As soon as I saw this poster for Death Of A President I was smitten with it. Nevertheless it is very un-poster-like – the black and white image is a mess, without any clear composition. People scrambling, looking on in horror, a bald guy pinning someone down in the lower left-hand corner, and to the right another guy frozen in a bizarre, even ridiculous pose. It’s completely unclear what’s happening in this jumble. And that is what makes this atypical poster so good. It illustrates the chaos and confusion created by the murder, the defining event around which the entire movie hinges, and propels you straight in the heart of the action. The type is also a perfect fit. The red, white and blue combination of Bodoni Condensed and Futura Extrabold is reminiscent of presidential campaign posters. (No, I’m not going to link to those. Really. Don’t even ask. ;)
We move from dramatic death to death as a comedic device. This is a good example of the ‘not-quite-enough-information’ image. The poster for Death At A Funeral clearly wants to say something about the content of the comedy, but what is not exactly clear. The end result is a somewhat bizarre image that doesn’t seem to make much sense and altogether isn’t that funny. The movie title was set in a shattered Penumbra – a less obvious alternative to the otherwise inescapable Trajan – which comes in a Sans, Flare and Serif variation.
We’ve had a couple of requests in the past on the Type Identification Board for the letters and numbers that can be found on playing cards. The poster for Lucky You features such characters, which are pretty similar to Boton – a font family for which I fear Albert Boton won’t be getting any royalties anymore, thanks to He Whose Lawyers Fill Up Their Jacuzzis With Champagne. Stymie Condensed and Serifa Condensed are somewhat in the same ball park.
For this version of the poster for Triad Election we see a similar motif to The Sopranos television series logo – a gun silhouette which is used for the Compacta lowercase ‘r’. On top of that the movie logo also has a knife for an ‘i’ and a hand grenade for an ‘o’. The image is very will shot, although a little too conventional…
… when compared to the version we see in Belgium and The Netherlands, a striking stylized illustration in red and black. The beautiful Chinese calligraphy is just icing on the cake. Although nothing can beat the real thing, FontShop also has Chinese in their catalogue for those who are not versed in Pinyin nor Hanzi.
Hey, look, another example of an illustration substituting for a character in the poster for Le Lièvre de Vatanen! This time the ‘V’ has been replaced by… errr… the ears of the hare? Well… <sigh> (Don’t even ask. Again.)
The first thing that came to my mind when seeing this wonderful poster for the Moroccan movie Heaven’s Doors was the art of Eduardo Risso, artist of the acclaimed comic book series 100 Bullets, and also the hybrid imagery of Alex Maleev, Michael Gaydos, and David Mazzucchelli – all in all four superb comic book artists. The high contrast black and white figures in the beautifully textured orange rectangles almost literally jump off the poster. I’ll forgive the use of Helvetica Compressed as it works so well in combination with the strict yet lively rhythm of those rectangles. The palm tree that doubles up as a counter for the ‘O’ in the movie title is a nice detail, and what great use of white as well.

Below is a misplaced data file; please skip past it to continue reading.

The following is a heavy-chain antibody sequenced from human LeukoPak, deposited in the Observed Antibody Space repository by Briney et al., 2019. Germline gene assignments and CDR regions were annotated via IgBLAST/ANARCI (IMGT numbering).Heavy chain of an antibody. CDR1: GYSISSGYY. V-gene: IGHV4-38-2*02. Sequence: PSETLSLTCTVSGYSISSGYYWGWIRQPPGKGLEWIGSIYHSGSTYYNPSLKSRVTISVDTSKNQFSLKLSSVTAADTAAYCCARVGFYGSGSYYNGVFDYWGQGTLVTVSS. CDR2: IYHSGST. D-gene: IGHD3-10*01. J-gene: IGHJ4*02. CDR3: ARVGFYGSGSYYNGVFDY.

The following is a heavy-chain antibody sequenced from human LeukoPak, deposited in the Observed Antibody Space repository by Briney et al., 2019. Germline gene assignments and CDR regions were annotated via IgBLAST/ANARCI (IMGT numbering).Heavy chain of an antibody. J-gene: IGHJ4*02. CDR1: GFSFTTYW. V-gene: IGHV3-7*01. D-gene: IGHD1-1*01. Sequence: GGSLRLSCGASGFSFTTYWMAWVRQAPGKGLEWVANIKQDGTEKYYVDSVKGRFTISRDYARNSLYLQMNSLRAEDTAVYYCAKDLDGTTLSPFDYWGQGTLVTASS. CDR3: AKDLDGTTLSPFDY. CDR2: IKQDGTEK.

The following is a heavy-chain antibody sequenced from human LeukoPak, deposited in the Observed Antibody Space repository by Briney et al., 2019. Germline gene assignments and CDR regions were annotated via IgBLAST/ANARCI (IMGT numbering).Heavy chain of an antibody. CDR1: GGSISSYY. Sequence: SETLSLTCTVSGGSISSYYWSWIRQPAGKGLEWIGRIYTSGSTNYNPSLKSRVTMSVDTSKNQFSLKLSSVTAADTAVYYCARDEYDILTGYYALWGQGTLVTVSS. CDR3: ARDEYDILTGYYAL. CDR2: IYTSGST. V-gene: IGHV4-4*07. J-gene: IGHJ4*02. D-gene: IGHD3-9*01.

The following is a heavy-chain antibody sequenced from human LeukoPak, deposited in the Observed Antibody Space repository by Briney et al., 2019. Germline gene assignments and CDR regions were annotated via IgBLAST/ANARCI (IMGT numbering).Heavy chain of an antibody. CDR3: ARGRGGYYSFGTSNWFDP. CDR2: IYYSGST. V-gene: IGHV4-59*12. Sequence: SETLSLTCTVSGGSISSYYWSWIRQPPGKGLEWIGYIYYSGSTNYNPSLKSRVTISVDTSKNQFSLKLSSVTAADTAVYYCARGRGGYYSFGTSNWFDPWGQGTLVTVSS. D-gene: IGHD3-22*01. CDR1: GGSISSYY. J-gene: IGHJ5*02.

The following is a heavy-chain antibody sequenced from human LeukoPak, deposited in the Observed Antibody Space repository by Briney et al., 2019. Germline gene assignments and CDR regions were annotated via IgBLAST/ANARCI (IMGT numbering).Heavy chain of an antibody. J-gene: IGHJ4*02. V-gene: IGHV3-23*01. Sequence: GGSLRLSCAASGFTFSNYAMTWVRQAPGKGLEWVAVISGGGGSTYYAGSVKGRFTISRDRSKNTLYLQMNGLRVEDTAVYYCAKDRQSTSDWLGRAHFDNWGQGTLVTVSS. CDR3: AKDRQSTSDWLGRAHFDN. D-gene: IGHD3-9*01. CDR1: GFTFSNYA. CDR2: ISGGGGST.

Another very nice poster is this one for Le Dernier Des Fous. The straightforward composition with a slightly disturbing, almost monochrome image in the top big half and reversed out DIN 1451 Engschrift* capitals in the bottom half works remarkably well. It’s not rocket science, but sometimes it doesn’t need to be. *Also check the improved, expanded and immensely popular FF DIN family.
There really is a bunch of good indie posters in this edition. The female figure on the poster for Play almost becomes a silhouette against the backdrop of sunrise over Santiago de Chile, with the sun shining out of her… armpit!? A truly wondrous sight if I ever saw one. :P The reversed out ITC Avant Garde Gothic is neatly touching the white zone at the bottom of the poster. It’s just a real pity that the credits are set in squooshed Futura.
And on the poster for Très Bien Merci it looks like the designer has gone all Jack The Ripper on that same ITC Avant Garde Gothic. The funny thing is that in Dutch having ‘a corner cut off’ means you are quite insane. The main character in the movie ends up in a psychiatric hospital. This is what I call evocative type manipulation. ;)
When I saw the poster for I Could Never Be Your Woman I had this strange sensation that I’d seen it before. Then I realised I’d actually seen it several times, but for other romantic comedies. And indeed, it appears to be a trend. In a matter of minutes I managed to find three more posters with the same alternating horizontal bands of white and pictures, with either a Bodoni- or Didot-type face in red or black. So who knows how many more are there out there? And more importantly, do we want to know? Not only is it not a very good poster, but on top of that it’s not original. The only redeeming factor this incarnation has is that it uses Torino a.k.a. Industrial 736. But that’s too little too late.
23.07.2007 - 23.34.25
Posted by Unzipper
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